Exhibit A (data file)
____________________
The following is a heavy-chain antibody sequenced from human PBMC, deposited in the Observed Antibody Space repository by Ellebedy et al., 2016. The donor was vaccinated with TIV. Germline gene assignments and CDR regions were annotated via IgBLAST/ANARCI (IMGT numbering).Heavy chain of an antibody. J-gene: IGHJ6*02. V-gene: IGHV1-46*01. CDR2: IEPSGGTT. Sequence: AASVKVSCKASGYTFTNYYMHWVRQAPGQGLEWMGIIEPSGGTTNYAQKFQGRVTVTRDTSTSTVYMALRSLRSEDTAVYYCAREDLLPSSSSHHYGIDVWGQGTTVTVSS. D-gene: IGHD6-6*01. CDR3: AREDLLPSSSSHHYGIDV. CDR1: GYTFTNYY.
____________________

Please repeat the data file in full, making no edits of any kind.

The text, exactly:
The following is a heavy-chain antibody sequenced from human PBMC, deposited in the Observed Antibody Space repository by Ellebedy et al., 2016. The donor was vaccinated with TIV. Germline gene assignments and CDR regions were annotated via IgBLAST/ANARCI (IMGT numbering).Heavy chain of an antibody. J-gene: IGHJ6*02. V-gene: IGHV1-46*01. CDR2: IEPSGGTT. Sequence: AASVKVSCKASGYTFTNYYMHWVRQAPGQGLEWMGIIEPSGGTTNYAQKFQGRVTVTRDTSTSTVYMALRSLRSEDTAVYYCAREDLLPSSSSHHYGIDVWGQGTTVTVSS. D-gene: IGHD6-6*01. CDR3: AREDLLPSSSSHHYGIDV. CDR1: GYTFTNYY.